Financial Crises: Understanding the Postwar U.S. Experience

By Martin H. Wolfson | Go to book overview
Save to active project

1974: Franklin National

The threat of a financial crisis developed again in 1974. The crisis was precipitated mainly by the effective failure of Franklin National Bank, at the time the twentieth largest bank in the United States.

This time the crisis had international ramifications. Franklin had large Eurodollar liabilities, and its difficulties were followed by the failure of a German bank, Bankhaus I.D. Herstatt; both banks had financed unsuccessful foreign‐ exchange speculation by heavy borrowing in the Eurodollar interbank market. The Federal Reserve acted as a lender of last resort to prevent instability in foreign as well as domestic financial markets. Such activity to protect markets overseas was a significant expansion in the use of lender-of-last-resort activities.

Before discussing the crisis itself, however, it is necessary again to follow the developments in the economy, and especially in the corporate and banking sectors, that created the conditions in which the crisis developed.

The 1970 recession ended in November, but the growth of the economy in 1971 was disappointing. Real GNP recovered strongly in the first quarter of the year from its low point in 1970, but growth in real GNP for the rest of the year averaged only 2.9 percent. Such low growth is atypical for the first year of recovery from a recession.

In addition, the capacity utilization rate increased only slightly from its low point of 75.9 percent in November 1970, and the unemployment rate averaged close to 6 percent for most of the year. Despite this evident slack in the economy, prices continued to increase at a 5.8 percent rate during the first half of the year.

These domestic developments, however bad, were nonetheless overshadowed in 1971 by the continuing balance of payments deficits of the United States and the difficulties of the dollar. The dollar came under increasing attack from speculators in 1971, and foreign central banks were forced to take in increasing amounts of dollars to maintain the system of fixed exchange rates.

The pressure became too much in late summer; President Nixon announced a New Economic Policy (NEP) on August 15th to try to address the domestic and international difficulties. The NEP suspended convertibility of the dollar into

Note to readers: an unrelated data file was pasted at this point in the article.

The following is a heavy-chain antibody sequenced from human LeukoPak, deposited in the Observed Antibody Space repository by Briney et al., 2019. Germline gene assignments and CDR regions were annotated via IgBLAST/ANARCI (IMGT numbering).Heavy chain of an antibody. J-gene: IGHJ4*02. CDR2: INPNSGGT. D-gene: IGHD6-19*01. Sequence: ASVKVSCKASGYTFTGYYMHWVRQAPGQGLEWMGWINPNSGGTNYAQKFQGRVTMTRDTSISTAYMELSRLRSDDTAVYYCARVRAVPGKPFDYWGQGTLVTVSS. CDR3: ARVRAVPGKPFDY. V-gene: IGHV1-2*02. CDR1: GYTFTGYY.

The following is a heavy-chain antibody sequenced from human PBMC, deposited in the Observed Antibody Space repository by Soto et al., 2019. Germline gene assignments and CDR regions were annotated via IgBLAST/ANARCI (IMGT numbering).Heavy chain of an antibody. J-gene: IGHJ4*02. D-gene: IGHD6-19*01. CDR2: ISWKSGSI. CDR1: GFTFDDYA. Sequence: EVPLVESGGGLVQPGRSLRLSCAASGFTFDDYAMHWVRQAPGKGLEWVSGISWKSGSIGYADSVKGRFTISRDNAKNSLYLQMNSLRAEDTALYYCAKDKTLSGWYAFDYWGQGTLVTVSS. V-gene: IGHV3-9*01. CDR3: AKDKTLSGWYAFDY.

Notes for this page

Add a new note
If you are trying to select text to create highlights or citations, remember that you must now click or tap on the first word, and then click or tap on the last word.
Loading One moment ...
Project items
Cite this page

Cited page

Citations are available only to our active members.
Sign up now to cite pages or passages in MLA, APA and Chicago citation styles.

Cited page

Bookmark this page
Financial Crises: Understanding the Postwar U.S. Experience


Text size Smaller Larger
Search within

Search within this book

Look up

Look up a word

  • Dictionary
  • Thesaurus
Please submit a word or phrase above.
Print this page

Print this page

Why can't I print more than one page at a time?

While we understand printed pages are helpful to our users, this limitation is necessary to help protect our publishers' copyrighted material and prevent its unlawful distribution. We are sorry for any inconvenience.
Full screen
/ 269

matching results for page

Cited passage

Citations are available only to our active members.
Sign up now to cite pages or passages in MLA, APA and Chicago citation styles.

Cited passage

Welcome to the new Questia Reader

The Questia Reader has been updated to provide you with an even better online reading experience.  It is now 100% Responsive, which means you can read our books and articles on any sized device you wish.  All of your favorite tools like notes, highlights, and citations are still here, but the way you select text has been updated to be easier to use, especially on touchscreen devices.  Here's how:

1. Click or tap the first word you want to select.
2. Click or tap the last word you want to select.

OK, got it!

Thanks for trying Questia!

Please continue trying out our research tools, but please note, full functionality is available only to our active members.

Your work will be lost once you leave this Web page.

For full access in an ad-free environment, sign up now for a FREE, 1-day trial.

Already a member? Log in now.

Are you sure you want to delete this highlight?